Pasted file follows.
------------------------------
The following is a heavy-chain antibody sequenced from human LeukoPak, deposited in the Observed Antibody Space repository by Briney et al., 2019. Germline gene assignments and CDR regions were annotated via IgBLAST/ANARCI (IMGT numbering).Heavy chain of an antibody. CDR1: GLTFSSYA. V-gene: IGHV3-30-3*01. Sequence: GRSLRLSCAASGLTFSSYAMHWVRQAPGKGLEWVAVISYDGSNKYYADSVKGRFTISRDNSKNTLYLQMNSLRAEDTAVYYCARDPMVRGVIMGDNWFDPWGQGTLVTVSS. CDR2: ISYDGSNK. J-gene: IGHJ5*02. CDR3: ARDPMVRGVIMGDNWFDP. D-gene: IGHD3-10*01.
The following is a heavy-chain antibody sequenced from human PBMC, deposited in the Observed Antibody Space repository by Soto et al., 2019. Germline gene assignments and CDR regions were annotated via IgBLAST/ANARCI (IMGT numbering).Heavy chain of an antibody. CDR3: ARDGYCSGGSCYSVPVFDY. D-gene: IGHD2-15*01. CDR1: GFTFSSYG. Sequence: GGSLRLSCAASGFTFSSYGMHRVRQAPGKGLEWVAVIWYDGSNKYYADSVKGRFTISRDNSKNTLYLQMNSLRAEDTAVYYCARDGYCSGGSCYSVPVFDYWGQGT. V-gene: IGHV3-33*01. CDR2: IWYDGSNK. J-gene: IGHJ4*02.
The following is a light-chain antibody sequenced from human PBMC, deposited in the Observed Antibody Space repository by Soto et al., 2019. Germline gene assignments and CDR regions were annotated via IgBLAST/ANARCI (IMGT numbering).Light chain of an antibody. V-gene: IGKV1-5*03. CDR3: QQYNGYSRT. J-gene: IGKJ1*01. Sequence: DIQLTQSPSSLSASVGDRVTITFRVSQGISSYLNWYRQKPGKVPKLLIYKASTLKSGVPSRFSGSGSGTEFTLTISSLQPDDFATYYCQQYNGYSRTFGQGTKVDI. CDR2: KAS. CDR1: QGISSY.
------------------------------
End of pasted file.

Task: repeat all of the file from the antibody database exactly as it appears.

The following is a heavy-chain antibody sequenced from human LeukoPak, deposited in the Observed Antibody Space repository by Briney et al., 2019. Germline gene assignments and CDR regions were annotated via IgBLAST/ANARCI (IMGT numbering).Heavy chain of an antibody. CDR1: GLTFSSYA. V-gene: IGHV3-30-3*01. Sequence: GRSLRLSCAASGLTFSSYAMHWVRQAPGKGLEWVAVISYDGSNKYYADSVKGRFTISRDNSKNTLYLQMNSLRAEDTAVYYCARDPMVRGVIMGDNWFDPWGQGTLVTVSS. CDR2: ISYDGSNK. J-gene: IGHJ5*02. CDR3: ARDPMVRGVIMGDNWFDP. D-gene: IGHD3-10*01.
The following is a heavy-chain antibody sequenced from human PBMC, deposited in the Observed Antibody Space repository by Soto et al., 2019. Germline gene assignments and CDR regions were annotated via IgBLAST/ANARCI (IMGT numbering).Heavy chain of an antibody. CDR3: ARDGYCSGGSCYSVPVFDY. D-gene: IGHD2-15*01. CDR1: GFTFSSYG. Sequence: GGSLRLSCAASGFTFSSYGMHRVRQAPGKGLEWVAVIWYDGSNKYYADSVKGRFTISRDNSKNTLYLQMNSLRAEDTAVYYCARDGYCSGGSCYSVPVFDYWGQGT. V-gene: IGHV3-33*01. CDR2: IWYDGSNK. J-gene: IGHJ4*02.
The following is a light-chain antibody sequenced from human PBMC, deposited in the Observed Antibody Space repository by Soto et al., 2019. Germline gene assignments and CDR regions were annotated via IgBLAST/ANARCI (IMGT numbering).Light chain of an antibody. V-gene: IGKV1-5*03. CDR3: QQYNGYSRT. J-gene: IGKJ1*01. Sequence: DIQLTQSPSSLSASVGDRVTITFRVSQGISSYLNWYRQKPGKVPKLLIYKASTLKSGVPSRFSGSGSGTEFTLTISSLQPDDFATYYCQQYNGYSRTFGQGTKVDI. CDR2: KAS. CDR1: QGISSY.